Adding additional experienced expertise to a practice can also help with talent attraction and retention, which continues to be top challenge facing many SMPs. In fact, 54 percent of small practices have difficulty attracting next generation talent. However, cross-training staff in new service lines provides valuable learning experiences and can be combined with on-the-job involvement. Even starting small, with basic tasks, is beneficial expertise which will grow quickly over a just a few years.
All staff members should be actively encouraged to provide suggestions for potential new service lines, as they are often closest to the clients. Communication training and encouraging a more client centric mindset can often help staff to listen and fully understand the client needs, so the appropriate service can be scoped and delivered. This shift helps staff focus on the practice’s value proposition and level of fees charged.
External opportunities may take the form of new technological developments, emerging activities or sectors, or changes in legislation to provide specialized advice. To appeal to younger generations who strongly value working in ethical, dynamic and sustainable organizations, firms could focus on service lines which have some element of public service or environmental and social impact.
Fully utilizing a range of technology is critical to future success. Twenty-eight percent of SMPs plan to allocate more than 10 percent of total practice revenue over the next 12 months to technology investment. As automation and digitization continues to impact business, clients will require advice on how to effectively implement technological solutions. For example, SMPs can provide valuable advice on what tools can make any business process more effective and efficient to reduce administration costs around generating and processing invoices, chasing late payments, payroll etc.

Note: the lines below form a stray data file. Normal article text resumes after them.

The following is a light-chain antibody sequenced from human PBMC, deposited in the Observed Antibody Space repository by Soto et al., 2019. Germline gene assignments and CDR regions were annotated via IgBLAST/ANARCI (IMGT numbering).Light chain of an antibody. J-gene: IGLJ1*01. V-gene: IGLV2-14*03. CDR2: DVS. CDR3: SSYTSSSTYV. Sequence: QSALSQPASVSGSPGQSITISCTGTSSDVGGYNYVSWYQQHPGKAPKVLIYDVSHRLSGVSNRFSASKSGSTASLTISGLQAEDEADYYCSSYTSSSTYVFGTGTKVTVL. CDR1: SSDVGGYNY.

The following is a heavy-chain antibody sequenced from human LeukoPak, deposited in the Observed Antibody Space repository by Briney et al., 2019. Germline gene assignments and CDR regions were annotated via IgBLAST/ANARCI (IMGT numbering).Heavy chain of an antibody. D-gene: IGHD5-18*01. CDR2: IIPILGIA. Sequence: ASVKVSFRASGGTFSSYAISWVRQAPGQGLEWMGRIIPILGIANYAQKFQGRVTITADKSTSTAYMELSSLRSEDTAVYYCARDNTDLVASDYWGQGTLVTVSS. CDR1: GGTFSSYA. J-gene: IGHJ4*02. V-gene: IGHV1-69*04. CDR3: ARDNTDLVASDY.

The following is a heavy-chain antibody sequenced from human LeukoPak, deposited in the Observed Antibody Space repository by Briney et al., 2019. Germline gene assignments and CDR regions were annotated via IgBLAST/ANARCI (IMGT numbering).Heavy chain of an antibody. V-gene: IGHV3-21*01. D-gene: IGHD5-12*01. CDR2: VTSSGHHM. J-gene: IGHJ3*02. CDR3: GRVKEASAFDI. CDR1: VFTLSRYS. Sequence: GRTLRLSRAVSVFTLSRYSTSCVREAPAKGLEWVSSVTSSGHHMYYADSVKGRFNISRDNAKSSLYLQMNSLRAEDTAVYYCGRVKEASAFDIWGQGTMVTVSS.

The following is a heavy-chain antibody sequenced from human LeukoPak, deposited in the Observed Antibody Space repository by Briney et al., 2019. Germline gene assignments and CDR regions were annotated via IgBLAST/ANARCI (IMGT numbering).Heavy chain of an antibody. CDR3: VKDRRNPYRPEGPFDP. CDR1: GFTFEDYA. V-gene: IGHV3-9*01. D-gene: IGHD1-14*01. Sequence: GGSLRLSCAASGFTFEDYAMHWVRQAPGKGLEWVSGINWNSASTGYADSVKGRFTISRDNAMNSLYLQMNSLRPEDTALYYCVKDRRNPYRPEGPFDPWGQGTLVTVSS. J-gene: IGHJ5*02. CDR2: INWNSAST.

SMPs should also develop and implement a technology strategy not just for their clients, but also for their own practice. This may include utilizing practice management software packages to assist, for example, in timesheet, billing and monitoring recovery rates or a customer relationship management package to help the provision of services or implementing a client portal.
Increasingly, the higher value work of SMPs will be future-focused based on analysis, interpretation and insights, compared to lower value historical tasks such as inputting data, verification and conventional reporting. Technology tools provide an opportunity to provide information to clients in real-time. For instance, visual dashboard reports can be easily and quickly generated to enable a meaningful discussion with clients on a monthly basis with current figures. Practitioners in some jurisdictions have specialized in becoming virtual chief financial officers – utilizing the cloud enables them to service a number of businesses and provide appropriate, relevant advice, around the clock.
This article originally appeared on the IFAC Global Knowledge Gateway. Visit the Gateway to find additional content on a variety of topics related to the accountancy profession. Copyright December 2018 by the International Federation of Accountants (IFAC). All rights reserved. Used with permission of IFAC.Contact firstname.lastname@example.org for permission to reproduce, store, or transmit this document.